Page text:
Secondary Logo

Journal Logo

Institutional members access full text with Ovid®

The Nature of Foot Ray Deficiency in Congenital Fibular Deficiency

Reyes, Bryan A. MD*; Birch, John G. MD, FRS(C); Hootnick, David R. MD; Cherkashin, Alex M. MD; Samchukov, Mikhail L. MD

Journal of Pediatric Orthopaedics: July/August 2017 - Volume 37 - Issue 5 - p 332–337
doi: 10.1097/BPO.0000000000000646
Foot and Ankle

Background: Absent lateral osseous structures in congenital fibular deficiency, including the distal femur and fibula, have led some authors to refer to the nature of foot ray deficiency as “lateral” as well. Others have suggested that the ray deficiency is in the central portion of the midfoot and forefoot.

We sought to determine whether cuboid preservation and/or cuneiform deficiency in the feet of patients with congenital fibular deficiency implied that the ray deficiency is central rather than lateral in patients with congenital fibular deficiency.

Methods: We identified all patients with a clinical morphologic diagnosis of congenital fibular deficiency at our institution over a 15-year period. We reviewed the records and radiographs of patients who had radiographs of the feet to allow determination of the number of metatarsals, the presence or absence of a cuboid or calcaneocuboid fusion, the number of cuneiforms present (if possible), and any other osseous abnormalities of the foot. We excluded patients with 5-rayed feet, those who had not had radiographs of the feet, or whose radiographs were not adequate to allow accurate assessment of these radiographic features. We defined the characteristic “lateral (fifth) ray present” if there was a well-developed cuboid or calcaneocuboid coalition with which the lateral-most preserved metatarsal articulated.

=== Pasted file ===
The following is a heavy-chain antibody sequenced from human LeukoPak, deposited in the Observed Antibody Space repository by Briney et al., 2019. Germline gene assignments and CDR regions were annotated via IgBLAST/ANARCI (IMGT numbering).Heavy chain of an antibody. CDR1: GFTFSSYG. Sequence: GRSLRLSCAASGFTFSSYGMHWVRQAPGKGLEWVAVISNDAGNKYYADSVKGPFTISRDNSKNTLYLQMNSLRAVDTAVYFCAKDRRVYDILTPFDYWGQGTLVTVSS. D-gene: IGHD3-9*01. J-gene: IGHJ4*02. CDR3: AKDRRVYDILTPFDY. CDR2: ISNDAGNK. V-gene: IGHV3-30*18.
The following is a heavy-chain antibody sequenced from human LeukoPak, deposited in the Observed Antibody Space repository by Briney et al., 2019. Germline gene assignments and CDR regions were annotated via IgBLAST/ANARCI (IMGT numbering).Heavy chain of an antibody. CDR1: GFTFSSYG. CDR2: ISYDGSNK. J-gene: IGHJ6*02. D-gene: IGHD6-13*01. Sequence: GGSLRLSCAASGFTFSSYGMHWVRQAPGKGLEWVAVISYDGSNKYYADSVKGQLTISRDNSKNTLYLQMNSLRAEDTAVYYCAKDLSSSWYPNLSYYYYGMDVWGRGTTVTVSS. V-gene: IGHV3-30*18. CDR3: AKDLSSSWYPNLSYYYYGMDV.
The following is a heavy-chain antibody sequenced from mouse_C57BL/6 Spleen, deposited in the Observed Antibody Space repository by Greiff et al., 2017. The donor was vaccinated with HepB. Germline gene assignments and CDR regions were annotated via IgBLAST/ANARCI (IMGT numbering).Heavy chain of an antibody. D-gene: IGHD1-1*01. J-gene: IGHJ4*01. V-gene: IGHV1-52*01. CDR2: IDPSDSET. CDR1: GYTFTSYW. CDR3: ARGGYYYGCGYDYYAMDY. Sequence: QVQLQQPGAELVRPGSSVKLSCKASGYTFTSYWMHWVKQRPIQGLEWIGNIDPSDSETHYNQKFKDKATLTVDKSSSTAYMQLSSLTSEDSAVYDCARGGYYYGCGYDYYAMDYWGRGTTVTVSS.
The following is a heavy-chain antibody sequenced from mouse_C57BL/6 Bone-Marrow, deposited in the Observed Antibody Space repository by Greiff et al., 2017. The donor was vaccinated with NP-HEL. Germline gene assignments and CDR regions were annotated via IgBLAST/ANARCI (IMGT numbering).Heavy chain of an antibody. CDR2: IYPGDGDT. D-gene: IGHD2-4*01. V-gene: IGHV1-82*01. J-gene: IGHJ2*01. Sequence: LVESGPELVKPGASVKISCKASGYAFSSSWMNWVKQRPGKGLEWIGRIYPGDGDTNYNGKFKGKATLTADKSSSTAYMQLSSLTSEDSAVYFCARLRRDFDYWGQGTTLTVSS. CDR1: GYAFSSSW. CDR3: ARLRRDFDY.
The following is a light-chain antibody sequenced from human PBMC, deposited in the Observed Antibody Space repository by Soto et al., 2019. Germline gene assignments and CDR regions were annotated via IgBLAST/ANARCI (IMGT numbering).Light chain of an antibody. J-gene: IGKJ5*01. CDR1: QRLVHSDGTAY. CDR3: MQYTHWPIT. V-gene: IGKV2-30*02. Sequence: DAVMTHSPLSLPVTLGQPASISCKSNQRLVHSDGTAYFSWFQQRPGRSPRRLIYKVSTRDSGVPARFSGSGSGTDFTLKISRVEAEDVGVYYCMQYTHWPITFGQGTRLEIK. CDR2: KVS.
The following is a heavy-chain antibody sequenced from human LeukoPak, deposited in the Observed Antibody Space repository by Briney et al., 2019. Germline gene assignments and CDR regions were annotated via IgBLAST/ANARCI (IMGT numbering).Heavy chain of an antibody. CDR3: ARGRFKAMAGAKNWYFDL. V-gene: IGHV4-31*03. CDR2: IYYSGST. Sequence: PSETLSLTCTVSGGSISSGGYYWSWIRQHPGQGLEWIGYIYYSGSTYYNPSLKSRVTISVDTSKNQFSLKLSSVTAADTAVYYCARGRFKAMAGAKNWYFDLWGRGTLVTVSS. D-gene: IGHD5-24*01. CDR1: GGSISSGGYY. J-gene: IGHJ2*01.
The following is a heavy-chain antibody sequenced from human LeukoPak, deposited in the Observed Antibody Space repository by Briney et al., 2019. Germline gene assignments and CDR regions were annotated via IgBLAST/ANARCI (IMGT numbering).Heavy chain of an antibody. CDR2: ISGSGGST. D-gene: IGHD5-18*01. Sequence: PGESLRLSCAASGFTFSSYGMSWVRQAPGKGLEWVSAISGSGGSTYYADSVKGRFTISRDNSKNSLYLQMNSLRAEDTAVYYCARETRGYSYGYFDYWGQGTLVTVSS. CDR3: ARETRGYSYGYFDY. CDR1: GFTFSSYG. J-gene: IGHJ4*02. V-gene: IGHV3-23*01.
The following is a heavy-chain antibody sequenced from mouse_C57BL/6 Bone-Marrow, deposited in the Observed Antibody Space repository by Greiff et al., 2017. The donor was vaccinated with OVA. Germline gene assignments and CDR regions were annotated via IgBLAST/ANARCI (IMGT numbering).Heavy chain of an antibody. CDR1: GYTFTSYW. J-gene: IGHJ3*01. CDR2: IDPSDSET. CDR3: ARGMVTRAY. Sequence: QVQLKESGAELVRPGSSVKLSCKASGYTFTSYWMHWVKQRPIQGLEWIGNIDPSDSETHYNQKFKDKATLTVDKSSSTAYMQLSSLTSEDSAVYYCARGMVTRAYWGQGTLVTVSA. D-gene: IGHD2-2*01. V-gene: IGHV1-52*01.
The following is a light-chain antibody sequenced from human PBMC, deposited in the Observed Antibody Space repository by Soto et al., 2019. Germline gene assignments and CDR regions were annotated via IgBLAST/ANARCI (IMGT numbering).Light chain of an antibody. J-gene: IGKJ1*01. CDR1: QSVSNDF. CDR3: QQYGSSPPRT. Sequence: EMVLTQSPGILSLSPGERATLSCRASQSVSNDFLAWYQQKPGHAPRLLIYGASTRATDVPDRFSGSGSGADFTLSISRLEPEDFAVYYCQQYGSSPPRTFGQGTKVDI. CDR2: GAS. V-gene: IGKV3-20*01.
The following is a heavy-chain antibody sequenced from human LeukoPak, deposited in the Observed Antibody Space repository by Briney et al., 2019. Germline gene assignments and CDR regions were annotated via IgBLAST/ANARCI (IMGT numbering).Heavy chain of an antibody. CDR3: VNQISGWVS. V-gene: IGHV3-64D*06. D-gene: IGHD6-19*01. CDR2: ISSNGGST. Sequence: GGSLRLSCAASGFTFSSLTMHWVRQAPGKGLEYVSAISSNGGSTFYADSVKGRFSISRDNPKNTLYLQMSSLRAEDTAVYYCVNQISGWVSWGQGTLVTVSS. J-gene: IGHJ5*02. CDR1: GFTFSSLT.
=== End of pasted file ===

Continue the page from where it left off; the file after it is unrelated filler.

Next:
Results: Twenty-six patients with 28 affected feet met radiographic criteria for inclusion in the study. All affected feet had a well-developed cuboid or calcaneocuboid coalition. The lateral-most ray of 25 patients with 26 affected feet articulated with the cuboid or calcaneocuboid coalition. One patient with bilateral fibular deficiency had bilateral partially deficient cuboids, and the lateral-most metatarsal articulated with the medial remnant of the deformed cuboids. Twenty-one of 28 feet with visible cuneiforms had 2 or 1 cuneiform.

Conclusions: Although the embryology and pathogenesis of congenital fibular deficiency remain unknown, based on the radiographic features of the feet in this study, congenital fibular deficiency should not be viewed as a global “lateral lower-limb deficiency” nor the foot ray deficiency as “lateral.”

Level of Evidence: Level IV—prognostic study.

*University of Texas Southwestern Medical Center

Texas Scottish Rite Hospital for Children, Dallas, TX

State University of New York Upstate Medical University, Syracuse, NY

Acknowledgments of support: None.

J.G.B., A.M.C., and M.L.S. receive royalties from Orthofix for sales of the Truelok circular external fixator. The remaining authors declare no conflicts of interest.

Reprints: John G. Birch, MD, FRS(C), Texas Scottish Rite Hospital for Children, 2222 Welborn Street, Dallas, TX 75219. E-mail:

Copyright © 2017 Wolters Kluwer Health, Inc. All rights reserved.